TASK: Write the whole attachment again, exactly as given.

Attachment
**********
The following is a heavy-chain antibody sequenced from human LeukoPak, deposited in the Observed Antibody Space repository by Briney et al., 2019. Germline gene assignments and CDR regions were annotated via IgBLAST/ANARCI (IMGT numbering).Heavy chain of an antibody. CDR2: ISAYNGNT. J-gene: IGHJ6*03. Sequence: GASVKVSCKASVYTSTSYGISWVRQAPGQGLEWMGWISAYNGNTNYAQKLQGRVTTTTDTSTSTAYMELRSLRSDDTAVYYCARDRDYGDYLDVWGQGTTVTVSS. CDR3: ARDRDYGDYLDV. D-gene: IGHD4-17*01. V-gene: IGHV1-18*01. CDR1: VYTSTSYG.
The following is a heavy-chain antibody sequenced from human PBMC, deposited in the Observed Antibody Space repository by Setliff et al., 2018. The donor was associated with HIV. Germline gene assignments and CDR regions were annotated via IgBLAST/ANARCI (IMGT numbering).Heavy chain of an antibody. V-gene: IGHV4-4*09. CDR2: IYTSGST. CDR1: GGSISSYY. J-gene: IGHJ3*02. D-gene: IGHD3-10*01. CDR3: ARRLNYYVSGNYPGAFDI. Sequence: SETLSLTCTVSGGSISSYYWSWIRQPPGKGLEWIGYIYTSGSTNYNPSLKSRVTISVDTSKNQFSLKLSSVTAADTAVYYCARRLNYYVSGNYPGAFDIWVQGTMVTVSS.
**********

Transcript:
The following is a heavy-chain antibody sequenced from human LeukoPak, deposited in the Observed Antibody Space repository by Briney et al., 2019. Germline gene assignments and CDR regions were annotated via IgBLAST/ANARCI (IMGT numbering).Heavy chain of an antibody. CDR2: ISAYNGNT. J-gene: IGHJ6*03. Sequence: GASVKVSCKASVYTSTSYGISWVRQAPGQGLEWMGWISAYNGNTNYAQKLQGRVTTTTDTSTSTAYMELRSLRSDDTAVYYCARDRDYGDYLDVWGQGTTVTVSS. CDR3: ARDRDYGDYLDV. D-gene: IGHD4-17*01. V-gene: IGHV1-18*01. CDR1: VYTSTSYG.
The following is a heavy-chain antibody sequenced from human PBMC, deposited in the Observed Antibody Space repository by Setliff et al., 2018. The donor was associated with HIV. Germline gene assignments and CDR regions were annotated via IgBLAST/ANARCI (IMGT numbering).Heavy chain of an antibody. V-gene: IGHV4-4*09. CDR2: IYTSGST. CDR1: GGSISSYY. J-gene: IGHJ3*02. D-gene: IGHD3-10*01. CDR3: ARRLNYYVSGNYPGAFDI. Sequence: SETLSLTCTVSGGSISSYYWSWIRQPPGKGLEWIGYIYTSGSTNYNPSLKSRVTISVDTSKNQFSLKLSSVTAADTAVYYCARRLNYYVSGNYPGAFDIWVQGTMVTVSS.